National NGOs look at leveraging domestic fundraising & innovation for sustainability
With its commitment to figure towards ‘Civic Driven Change’, Smile Foundation has teamed up with Wilde Ganzen’s Change the sports Academy to usher in best practices and help grassroots organizations take forward their development mandate. Through a singular classroom learning course, 23 NGOs get to listen to from experts on the way to tackle fundraising issues and suit the processes of due diligence from stakeholders to avoid abrupt shutdowns.
This is precisely important as context as over the past decade approximately, dependence on foreign funding for national NGOs has been erratic and is on a slowdown. A decline of 40 percent in foreign funds for NGOs over the past five years has been reported recently. This emergence of corporate social responsibility, including global economic slowdown and individual giving, local organizations are trying to find new ways to boost resources and support for the causes they champion within the national markets.
“The lack of handling funds, and following due diligence is a problem with an outsized number of NGOs performing at a community level,” said Santanu Mishra, Co-founder, and Trustee, Smile Foundation.
The course brings forth a paradigm shift to the participants that local fundraising may be a more sustainable option at the end of the day. “Self-Sustainability may be a big question and that they leave the space equipped with skill-set, ready with an occasion decide to fundraise,” said Gargi Kapoor, In-charge, CtGA, India.”New innovative approaches, they need to help the world maintain its independence, to think strategically, adopt new skills and still be sustainable, these workshops help civil society to rethink their business models, which will about its financial models and the thought exchanges that happen through the workshops empower these smaller units with future and short-term fundraising goals,” she explained.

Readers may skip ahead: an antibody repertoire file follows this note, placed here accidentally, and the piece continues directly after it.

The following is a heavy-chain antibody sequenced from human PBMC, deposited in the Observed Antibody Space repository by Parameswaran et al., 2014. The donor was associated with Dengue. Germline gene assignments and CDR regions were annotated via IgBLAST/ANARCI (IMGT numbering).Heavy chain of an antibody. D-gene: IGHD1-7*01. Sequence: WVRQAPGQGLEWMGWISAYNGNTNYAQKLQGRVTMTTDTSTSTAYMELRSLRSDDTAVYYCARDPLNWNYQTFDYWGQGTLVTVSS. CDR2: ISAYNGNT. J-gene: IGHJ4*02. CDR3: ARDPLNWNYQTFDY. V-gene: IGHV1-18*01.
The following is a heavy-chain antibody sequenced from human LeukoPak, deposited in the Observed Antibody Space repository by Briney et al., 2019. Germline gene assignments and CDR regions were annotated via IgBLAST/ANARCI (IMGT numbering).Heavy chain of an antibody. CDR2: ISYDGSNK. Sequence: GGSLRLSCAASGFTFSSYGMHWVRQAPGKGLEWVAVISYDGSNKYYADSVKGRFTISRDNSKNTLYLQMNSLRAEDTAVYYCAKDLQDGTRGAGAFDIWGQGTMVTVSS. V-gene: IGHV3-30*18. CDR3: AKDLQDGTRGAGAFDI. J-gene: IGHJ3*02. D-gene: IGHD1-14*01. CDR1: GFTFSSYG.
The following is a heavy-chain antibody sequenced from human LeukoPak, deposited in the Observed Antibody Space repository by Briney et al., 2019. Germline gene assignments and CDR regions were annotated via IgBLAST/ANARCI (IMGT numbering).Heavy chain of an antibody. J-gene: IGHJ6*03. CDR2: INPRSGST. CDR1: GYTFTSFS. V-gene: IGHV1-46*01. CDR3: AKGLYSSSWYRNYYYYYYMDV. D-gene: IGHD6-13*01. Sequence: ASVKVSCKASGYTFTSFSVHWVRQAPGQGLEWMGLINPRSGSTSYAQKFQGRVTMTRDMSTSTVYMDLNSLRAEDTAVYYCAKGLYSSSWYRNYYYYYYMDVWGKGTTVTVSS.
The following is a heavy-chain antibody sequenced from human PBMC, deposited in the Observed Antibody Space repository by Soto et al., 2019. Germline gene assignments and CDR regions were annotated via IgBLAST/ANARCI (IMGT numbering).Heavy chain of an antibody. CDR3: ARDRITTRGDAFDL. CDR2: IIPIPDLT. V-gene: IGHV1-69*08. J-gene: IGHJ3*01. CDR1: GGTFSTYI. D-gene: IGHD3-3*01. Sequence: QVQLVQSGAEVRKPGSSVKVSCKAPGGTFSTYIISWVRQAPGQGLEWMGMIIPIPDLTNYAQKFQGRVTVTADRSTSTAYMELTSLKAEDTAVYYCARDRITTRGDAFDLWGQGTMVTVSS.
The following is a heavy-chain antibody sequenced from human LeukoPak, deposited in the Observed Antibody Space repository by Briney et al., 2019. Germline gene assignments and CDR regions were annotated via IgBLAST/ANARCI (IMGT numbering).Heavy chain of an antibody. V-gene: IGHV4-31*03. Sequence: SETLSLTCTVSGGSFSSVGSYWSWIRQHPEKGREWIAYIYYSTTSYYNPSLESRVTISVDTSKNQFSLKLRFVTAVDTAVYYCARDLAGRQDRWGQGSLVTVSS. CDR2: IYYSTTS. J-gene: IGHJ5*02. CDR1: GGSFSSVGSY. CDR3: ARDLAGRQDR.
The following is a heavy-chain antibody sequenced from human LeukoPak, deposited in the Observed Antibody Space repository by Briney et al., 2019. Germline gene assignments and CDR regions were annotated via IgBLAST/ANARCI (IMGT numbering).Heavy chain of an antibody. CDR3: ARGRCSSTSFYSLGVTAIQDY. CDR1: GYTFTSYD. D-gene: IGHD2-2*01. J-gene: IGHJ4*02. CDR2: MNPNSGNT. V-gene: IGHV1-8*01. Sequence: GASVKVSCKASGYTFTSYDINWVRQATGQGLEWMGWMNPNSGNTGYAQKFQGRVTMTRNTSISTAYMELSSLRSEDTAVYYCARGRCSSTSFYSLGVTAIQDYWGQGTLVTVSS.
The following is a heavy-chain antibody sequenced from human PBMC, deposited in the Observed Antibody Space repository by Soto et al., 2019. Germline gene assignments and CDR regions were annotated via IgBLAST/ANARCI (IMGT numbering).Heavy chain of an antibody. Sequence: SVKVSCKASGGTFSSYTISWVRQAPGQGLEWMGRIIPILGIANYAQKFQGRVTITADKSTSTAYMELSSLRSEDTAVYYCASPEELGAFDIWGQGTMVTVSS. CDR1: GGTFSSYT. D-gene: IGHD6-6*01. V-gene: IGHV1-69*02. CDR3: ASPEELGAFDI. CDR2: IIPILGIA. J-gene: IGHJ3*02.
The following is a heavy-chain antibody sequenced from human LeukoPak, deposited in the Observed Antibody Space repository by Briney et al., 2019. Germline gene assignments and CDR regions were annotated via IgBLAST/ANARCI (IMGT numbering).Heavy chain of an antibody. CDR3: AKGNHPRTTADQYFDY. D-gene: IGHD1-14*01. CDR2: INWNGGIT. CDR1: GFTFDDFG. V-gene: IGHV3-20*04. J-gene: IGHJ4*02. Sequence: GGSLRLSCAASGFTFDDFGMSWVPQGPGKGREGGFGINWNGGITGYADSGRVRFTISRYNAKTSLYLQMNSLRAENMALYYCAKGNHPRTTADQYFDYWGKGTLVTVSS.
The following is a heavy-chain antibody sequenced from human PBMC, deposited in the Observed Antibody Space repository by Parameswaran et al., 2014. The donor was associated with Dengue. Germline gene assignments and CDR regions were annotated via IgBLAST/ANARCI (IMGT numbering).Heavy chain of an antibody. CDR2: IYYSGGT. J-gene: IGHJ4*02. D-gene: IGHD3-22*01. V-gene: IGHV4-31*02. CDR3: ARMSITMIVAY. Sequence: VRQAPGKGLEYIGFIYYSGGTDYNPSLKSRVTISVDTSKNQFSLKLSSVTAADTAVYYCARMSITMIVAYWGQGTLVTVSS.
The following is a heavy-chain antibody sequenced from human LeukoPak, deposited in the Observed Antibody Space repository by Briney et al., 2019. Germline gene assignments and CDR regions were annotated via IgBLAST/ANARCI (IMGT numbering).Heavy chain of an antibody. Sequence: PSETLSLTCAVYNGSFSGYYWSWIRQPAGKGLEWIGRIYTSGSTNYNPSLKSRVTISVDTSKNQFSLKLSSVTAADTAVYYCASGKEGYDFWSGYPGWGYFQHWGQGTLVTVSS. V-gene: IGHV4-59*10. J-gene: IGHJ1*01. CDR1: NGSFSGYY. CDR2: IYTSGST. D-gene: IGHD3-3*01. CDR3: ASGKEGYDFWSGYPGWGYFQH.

Shabnam Siddiqui, Director CEGET, UNGC Network India inaugurated the event and delivered the session on CSR Act and up to date amendments in India. ” the Government’s thrust towards to figure with compliance and regulatory norms. Failing to try to so, leads to shutting down of operations.” she mentioned.
By the individual philanthropists. they need ensuring that the role of personal funding continues to grow as a growing trend in donations despite slowing foreign fund inflows. Similarly, funding under Corporate Social Responsibility (CSR) is maturing, which has seen a growth of 12 percent in recent times, but local NGOs got to explore ways to also find alternate means of fundraising.
The answer for smaller NGOs is on finding financial stability, which is essentially about diversifying financial resources to possess a healthy mixture of long and short-term funding, CSR donations, foreign and native donors also as internally generated resources by events, fundraisers, etc.
With most organizations that are performing at the state level and rooted within the community, the understanding of monetary stability is poor and lack of mentoring makes is difficult to sustain with changing scenarios. It aims to empower smaller nongovernment organizations in methods to become self-reliant and sustainable and help them understand the dynamics of being self-sufficient and self-reliant.
Read more CSR News on India Frontline.